New Class Of Apple Bugs Found In iOS, MacOS

New vulnerabilities in Apple’s macOS and iOS allow attackers to siphon a targeted user’s call history, calendar, address book and photos. The bugs signal bad news to Apple, according to researchers, who say they represent a new class of bugs within Apple’s security posture.

The bugs, reported by researchers at Trellix Tuesday, offer a “huge range” of adversarial tactics.

The vulnerabilities “represent a significant breach of the security model of macOS and iOS, which relies on individual applications having fine-grained access to the subset of resources they need and querying higher privileged services to get anything else,” wrote Austin Emmitt, senior vulnerability researcher
with Trellix, in the report.

In short, the “large new class of bugs” allow an attacker to “bypass code signing” protections that validate applications running on an iOS or macOS device are safe. Once bypassed, the un-signed code would not signal any red flag security warnings and execute — leading to escalation of privileges and sandbox escape conditions on both macOS and iOS devices.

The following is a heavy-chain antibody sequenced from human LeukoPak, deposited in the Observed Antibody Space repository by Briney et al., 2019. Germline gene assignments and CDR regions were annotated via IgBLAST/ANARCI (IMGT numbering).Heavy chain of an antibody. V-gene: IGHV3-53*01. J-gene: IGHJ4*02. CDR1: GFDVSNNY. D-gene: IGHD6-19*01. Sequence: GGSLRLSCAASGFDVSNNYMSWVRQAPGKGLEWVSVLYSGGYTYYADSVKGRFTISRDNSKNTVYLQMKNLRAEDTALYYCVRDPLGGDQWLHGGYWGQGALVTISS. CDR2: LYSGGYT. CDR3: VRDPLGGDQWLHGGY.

“Since the first version of iOS on the original iPhone, Apple has enforced careful restrictions on the software that can run on their mobile devices. Only applications that were cryptographically signed by a developer certificate trusted by Apple could be executed,” Emmitt wrote.

These restrictions prevented malicious software from running on devices. What Trellix discovered were holes in Apple’s security approach that allows an attacker to run a malicious program, despite the code-signing requirements that identify the code’s origin, legitimacy and

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